Tag Archives: Featured

An Exciting Cover Reveal

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I’ve been reading this book sent to me by new indie author John Kreilkamp and it is AWESOME! I absolutely LOVE it! I’m so glad he found me to design his cover. This book should be out sometime in the first part of 2016, but for now you can follow John on Facebook and catch some of his wonderful artwork.

Johns story keeps me reading and I don’t want to put it down. The scenes with the characters make me feel like I’ve been transported back in time to the seventies and I am right there in the room with them. It plays like a movie in my head, the story is just brilliant really.

I wanted to create a cover that was entirely unique, that would look a little strange, and that would capture the colors of a seventies acid trip. It’s meant to be a bit surreal, like the story of the year in the life of the protagonist.
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That said, I have come up with an illustration and design with the help of an art piece created by John himself,  ‘A Collection of Selves’ (which I thought was appropriate not only because of the line-work, but because of the name). It really brings balance to the cover overall. Follow John ‘Quantum’ Kreilkamp on Google+.
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In the end it’s a colorful cover that jumps off the page at you and I like it for several reasons:

  • John mentions the many colors he see’s when a presence shows up.
  • All of the references to drugs and getting high throughout the book.
  • There is a scene where the protagonist has his tarot read and the card that represents him is the fool which is represented by the image of the hat.
  • The fonts really command attention.
  • John’s artwork makes for a beautiful backdrop.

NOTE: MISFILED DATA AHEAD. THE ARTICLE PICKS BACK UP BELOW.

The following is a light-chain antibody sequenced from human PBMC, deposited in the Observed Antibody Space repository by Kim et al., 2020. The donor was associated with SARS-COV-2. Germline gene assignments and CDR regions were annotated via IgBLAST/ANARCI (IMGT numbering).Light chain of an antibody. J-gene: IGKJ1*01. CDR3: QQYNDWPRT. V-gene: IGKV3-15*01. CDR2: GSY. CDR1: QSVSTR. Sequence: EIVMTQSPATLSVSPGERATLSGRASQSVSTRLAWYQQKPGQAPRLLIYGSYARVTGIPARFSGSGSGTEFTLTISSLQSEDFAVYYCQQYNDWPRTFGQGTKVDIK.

• The time setting of the book in the 70’s is complimented by the abundance of color along with the design style with the black color blocks forcing the color forward.
  • It looks trippy which compliments the journey of the story.
  • It stands out, hands down, next to other books.
  • It draws the viewers attention at thumbnail size which is how it would appear on an Amazon page.

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  • It makes me want to read the book 🙂
  • What do you think?
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The Trouble With Author Spam

by M.R. Goodhew

Are You Unknowingly Spamming Your Social Networks?

Now days indie authors are feeling the pressure to make their social media networks work for them.

They have signed up on Twitter, LinkedIn, Google+, Instagram, Facebook, and Pinterest or as many platforms as they can handle.

They have made tons of connections, traded page likes, and joined all the right groups.

They have studied up on marketing and created a great ad for their book with a catchy tagline and a great hook. Or, they are offering their book at a seriously discounted rate if not for free.

They have created their schedule for marketing and are sticking to it like clockwork. Posting their ad to their groups and feeds at at least three times a day at these particular times – 6 am, 9 am, 12 pm, 3 pm, 6 pm, and 9 pm.

The trouble is that they are now spamming these platforms with this ad. Their share shows up constantly along with thousands of others and has become irritating or is largely ignored. Who is this spammer, is it you?

All of these ads have begun to look the same and there is nothing that stops the public you are networked with, mostly authors, from scanning right past all of your hard work that went into that perfect ad. It’s SPAM.

And if that is not enough, you may be posting your ad for your book on the pages of your followers without their permission, spamming their timelines.

There has to be a better way.

And there is.

Build Your Network With Your Brand

Newsflash – becoming an author is not a get rich quick scheme. Your product is not in demand, there are thousands like it on the market. There are thousands of well written free books, discounted books, and unique books with catchy titles and good covers.

You need to stand out from the rest to generate the kind of sales you are looking for and to gain popularity.

Becoming an author is a business venture, not unlike launching a start-up. It takes years to see the profit and plenty of hours of overtime. Becoming an author is a commitment to your writing career and involves your effort and hard work just like anything else of value. My hat is off to those of you who have done it the right way, you’ve busted your butt creating your platform and poured your heart into your brand by doing what you do best, writing.

My advice for those of you who have not began with your brand is this…

The best way to launch your book is a year before you publish. You do this by creating your brand and building a website where you start a blog and you regularly post content related to your brand. You then share this content across your social media networks and begin to build your following the right way, by getting people interested in what you write.